Christmas around the World
Once upon a time in America, the holiday season was defined by roast turkey, cranberries, gifts and a decorated evergreen tree, and bracketed by two holidays: Thanksgiving and New Year, with Christmas taking center stage.
In those days, in what now seems like the Age of Innocence, most people shared common, Christian-oriented traditions. If you talked about tree ornaments, everyone automatically knew what you meant. If you talked about a nativity set, ditto.
It was a good time, and a prosperous time for many, but limited in its imagination and totally predictable. Some people still prefer it that way. Others are delighted to see the new, ethnically diverse face of modern America, which puts the menorah alongside the lighted Santa, or Chikala dolls from Native American custom alongside gingerbread men and women.
But let’s go back to the Menorah, which the Jewish people take out this time of year to celebrate Hanukkah (or Chanukah), the single Jewish holiday that doesn’t appear in the Hebrew Bible (a sacred book organized into three main categories; the Torah, Prophets and Writings).
This holiday, known as the Festival of Lights (and also as the Feast of Dedication), celebrates the win by the Jewish army over the Greeks and the subsequent purification and rededication of the Temple in Jerusalem in 165 B.C., after its occupation by gentiles, or non-Jewish people.
To purify and rededicate this structure, tradition said the Jews had to have a light which would burn for eight days. Unfortunately, they had only enough lamp oil for a single day at that time, so when the lamp continued to burn for a full eight days it was considered a miracle.
The nine candles in the Menorah represent the eight days during which the lamp mysteriously burnt, with one candle in the middle used to light all the others, one by one, and known as a “Shamash,” (in Hebrew, the servant).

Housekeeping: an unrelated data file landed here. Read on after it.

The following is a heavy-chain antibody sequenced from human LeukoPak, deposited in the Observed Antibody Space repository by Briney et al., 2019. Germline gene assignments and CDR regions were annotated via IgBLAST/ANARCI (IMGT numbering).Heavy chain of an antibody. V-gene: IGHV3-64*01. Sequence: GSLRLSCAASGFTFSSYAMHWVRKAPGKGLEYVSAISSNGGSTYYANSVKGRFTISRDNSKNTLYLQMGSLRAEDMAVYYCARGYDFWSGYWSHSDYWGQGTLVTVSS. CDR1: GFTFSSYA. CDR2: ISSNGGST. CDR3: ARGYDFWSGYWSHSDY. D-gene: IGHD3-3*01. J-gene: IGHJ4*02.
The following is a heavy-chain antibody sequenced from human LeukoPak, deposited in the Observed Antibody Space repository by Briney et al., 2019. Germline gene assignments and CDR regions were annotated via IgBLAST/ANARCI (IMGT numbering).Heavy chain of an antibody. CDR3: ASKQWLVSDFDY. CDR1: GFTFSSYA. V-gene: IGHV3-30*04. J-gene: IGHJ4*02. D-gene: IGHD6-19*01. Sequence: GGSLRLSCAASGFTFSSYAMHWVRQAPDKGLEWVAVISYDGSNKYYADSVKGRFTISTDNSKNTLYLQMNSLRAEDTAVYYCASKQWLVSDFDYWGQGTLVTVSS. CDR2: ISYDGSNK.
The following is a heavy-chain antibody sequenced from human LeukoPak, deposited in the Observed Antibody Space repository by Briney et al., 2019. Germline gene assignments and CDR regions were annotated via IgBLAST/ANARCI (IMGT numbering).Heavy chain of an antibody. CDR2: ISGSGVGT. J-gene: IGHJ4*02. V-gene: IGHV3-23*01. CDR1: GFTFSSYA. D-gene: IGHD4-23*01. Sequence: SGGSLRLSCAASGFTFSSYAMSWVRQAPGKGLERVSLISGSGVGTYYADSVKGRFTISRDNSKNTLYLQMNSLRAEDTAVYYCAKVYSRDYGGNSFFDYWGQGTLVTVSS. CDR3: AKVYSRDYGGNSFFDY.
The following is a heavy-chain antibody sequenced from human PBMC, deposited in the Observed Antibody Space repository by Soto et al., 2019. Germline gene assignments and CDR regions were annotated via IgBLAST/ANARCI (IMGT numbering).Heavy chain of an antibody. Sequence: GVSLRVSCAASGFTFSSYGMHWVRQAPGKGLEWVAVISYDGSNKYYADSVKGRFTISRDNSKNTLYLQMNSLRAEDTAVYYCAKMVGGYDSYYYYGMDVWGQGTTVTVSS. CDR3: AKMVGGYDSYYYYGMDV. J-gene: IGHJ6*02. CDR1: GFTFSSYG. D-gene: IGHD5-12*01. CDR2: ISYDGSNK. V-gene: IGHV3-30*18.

Hanukkah is, unlike some other Jewish holidays, which are devoted to teaching, learning and meditation on the law (Torah), a true celebration and a time of great joy, involving feasting, an exchange of gifts, and a feeling of pleasurable renewal which is similar to our New Year.
Part of the good feeling comes from the variety of delicious (if unfamiliar) recipes served during the holiday – many of which have found their way into American cuisine as well. For example, latkes, which are grated raw potatoes seasoned with onions and combined with salt and matzoh meal (a special form of bread crumbs), and then fried. (When my mother made these, she called them “potato pancakes,” and always forgot the applesauce; go figure). The use of extra oil during the holiday is also a nod to the ancient oral tradition of a time when there was not enough oil to keep a lamp burning.
Once this hi-carb Hanukkah offering hits your digestive tract, you will veg out as contentedly as a California cow! Add the small powdered-sugar donuts called Sufgenoit and you won’t feel any pain until New Year’s. Just don’t forget presents; small chocolate “coins” wrapped in gold foil called “gelt,” and larger gifts as well. Hanukkah is a time for sharing good fortune.
This year, Hanukkah begins on Saturday, December 8 and ends on Sunday, December 16. Please don’t bring in the holiday with Gefilte fish – one of the few Jewish foods that slid into fame by mistake! But do enjoy lots of tasty, nutritious Tarator; yogurt and cucumber salad, which tastes even better on the second day, if you can hide enough to age it that long.
Next week, in honor of our Hmong and Vietnamese transplants, we will go to Southeast Asia and check out some truly surprising traditions.